Marker Logo HMdb.org THE HISTORICAL
MARKER DATABASE
“Bite-Size Bits of Local, National, and Global History”
“Bite-Size Bits of Local, National, and Global History”
Edgemoor in New Castle County, Delaware — The American Northeast (Mid-Atlantic)
 

Natural history of the Delaware Estuary

 
 
Natural history of the Delaware Estuary Marker image. Click for full size.
Photographed By Carl Gordon Moore Jr., February 7, 2022
1. Natural history of the Delaware Estuary Marker
Inscription.  
Shellfish call the muddy bottom their home
Among the many species of bottom-dwelling invertebrates the most commercially important are oysters and blue crabs. The estuary has been famous for high-quality oysters for over a century. After an industry decline in the 1920's but subsequent oyster farming techniques have restored the populations. The blue crab is ona of the few shellfish to have adapted well to human pressures, producing large harvests each year.

An estuary - where river meets ocean
The Delaware estuary includes the waters of the Delaware River and Bay, and the tributary streams influenced by rising and falling tides. Water from the rivers and ocean are mixed by the tides and create zones of fresh water, brackish water, and salt water. Plants and animals live in zones in the estuary determined by the amount of salt in the water as well as the frequency and duration of tides. Within the estuary there are three main habitats -- open river, tidal marsh and land. This diversity of water conditions and habitats supports far more plants and animal species than most other ecosystems
Paid Advertisement
Click on the ad for more information.
Please report objectionable advertising to the Editor.
Click or scan to see
this page online
in the world.

Horseshoe crab -- food for shorebirds on the move
Horseshoe crabs play a vital role in the estuary food web. Each spring, during spawning time, thousands of shorebirds migrating from South America to the Arctic stop over in the Delaware Bay to feast on horseshoe crab eggs. This occurs during a full moon in late spring. To survive such tremendous predation the crabs have evolved behavior to help safeguard their eggs by laying them where water provides some protection.

Finfish -- for food and recreation
The estuary supports over 100 species of marine and freshwater finfish. The brackish and salt water areas of the estuary produce small fish which are an important link in the food web. Ocean fish, such as menhaden and sturgeon, migrate from the sea to the estuary to spawn or raise their young.

Harvesting the marsh for "rats” and "snappers"
When winter comes to the estuary harvesters, sometimes called "mudwallopers” or "proggers", trap muskrats that live in the marsh. An important cash crop in the region, the muskrat pelts are sold to fur brokers. The meat is sold and served as a local specialty. In spring and summer, harvesters trap snapping turtles. Turtle meat is featured in many local stews, pot pies and soups.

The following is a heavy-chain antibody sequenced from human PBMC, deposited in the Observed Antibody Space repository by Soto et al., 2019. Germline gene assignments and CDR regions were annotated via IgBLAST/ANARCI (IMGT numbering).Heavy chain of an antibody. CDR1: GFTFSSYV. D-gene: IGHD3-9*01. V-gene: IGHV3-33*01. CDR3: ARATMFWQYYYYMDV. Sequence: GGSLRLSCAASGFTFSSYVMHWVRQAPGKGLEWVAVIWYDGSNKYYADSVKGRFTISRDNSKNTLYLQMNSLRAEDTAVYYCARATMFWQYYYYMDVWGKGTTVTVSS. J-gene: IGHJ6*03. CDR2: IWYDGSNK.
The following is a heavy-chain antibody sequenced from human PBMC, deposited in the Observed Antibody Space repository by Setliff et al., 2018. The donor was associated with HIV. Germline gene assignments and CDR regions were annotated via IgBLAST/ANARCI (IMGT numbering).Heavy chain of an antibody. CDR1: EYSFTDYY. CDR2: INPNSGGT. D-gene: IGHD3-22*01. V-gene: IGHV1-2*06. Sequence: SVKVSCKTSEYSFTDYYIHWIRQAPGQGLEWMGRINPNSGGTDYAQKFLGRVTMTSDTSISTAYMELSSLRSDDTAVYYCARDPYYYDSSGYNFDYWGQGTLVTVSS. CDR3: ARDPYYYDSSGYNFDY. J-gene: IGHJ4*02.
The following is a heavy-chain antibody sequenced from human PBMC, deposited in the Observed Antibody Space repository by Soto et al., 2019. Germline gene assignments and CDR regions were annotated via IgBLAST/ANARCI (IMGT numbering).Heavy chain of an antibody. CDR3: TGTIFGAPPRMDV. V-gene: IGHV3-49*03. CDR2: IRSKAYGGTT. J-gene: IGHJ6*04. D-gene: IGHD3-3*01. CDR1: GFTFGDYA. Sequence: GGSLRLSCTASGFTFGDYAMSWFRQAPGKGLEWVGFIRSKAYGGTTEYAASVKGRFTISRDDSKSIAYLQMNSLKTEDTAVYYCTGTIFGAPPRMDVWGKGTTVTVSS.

Wading birds... nesting in woods, shrubs, and marsh
Located
Natural history of the Delaware Estuary Marker image. Click for full size.
Photographed By Carl Gordon Moore Jr., February 7, 2022
2. Natural history of the Delaware Estuary Marker
in the northern portion of the estuary, Pea Patch Island Nature Preserve is one of the largest nesting sites for wading. birds on the East Coast. From the observation platform near the heronry, the glossy ibis and several species of egrets and herons can be seen. Most of the six to seven thousand adult nesting pairs and their young will stay in the estuary region until late fall, then return to the Carolinas or further south for the winter.

Plankton - invisible food for the estuary
In the open waters of the Delaware estuary, microscopic plants and animals called plankton can be found. These tiny forms of life which receive their energy from the sun are food for larger animals such as fish and crabs. This energy continues up the food chain through fish and shellfish to birds and mammals.

[map labels]
Philadelphia
Camden
Chester
Wilmington
New Castle
Salem
Dover
Cape May
Delaware Bay
Atlantic Ocean
 
Topics. This historical marker is listed in this topic list: Environment.
 
Location. 39° 45.379′ N, 75° 29.353′ W. Marker is in Edgemoor, Delaware, in New Castle County. Marker is on Lighthouse Road, one mile Ellerslie Road. Touch for map. Marker is at or near this postal address: 1200 Lighthouse Road, Wilmington DE 19809, United States of America. Touch for directions.
 
Other nearby markers. At least 8 other markers
Paid Advertisement
Click on the ad for more information.
Please report objectionable advertising to the Editor.
are within 2 miles of this marker, measured as the crow flies. Timeline of the Delaware River (about 500 feet away, measured in a direct line); Welcome to Fox Point State Park (about 500 feet away); Delaware: Trading with the world (about 800 feet away); Memories of Fox Point (approx. 0.2 miles away); Blue Rock Community Club (approx. 0.9 miles away); World War I Memorial (approx. 0.9 miles away); Cauffiel House and Estate (approx. 1.3 miles away); Mount Pleasant School (approx. 1.4 miles away).
 
 
Credits. This page was last revised on March 15, 2022. It was originally submitted on February 10, 2022, by Carl Gordon Moore Jr. of North East, Maryland. This page has been viewed 117 times since then and 19 times this year. Photos:   1. submitted on February 10, 2022, by Carl Gordon Moore Jr. of North East, Maryland.   2. submitted on February 12, 2022, by Carl Gordon Moore Jr. of North East, Maryland. • Bill Pfingsten was the editor who published this page.

Share this page.  
Share on Tumblr
m=191859

CeraNet Cloud Computing sponsors the Historical Marker Database.
This website earns income from purchases you make after using our links to Amazon.com. We appreciate your support.
Paid Advertisement
May. 27, 2024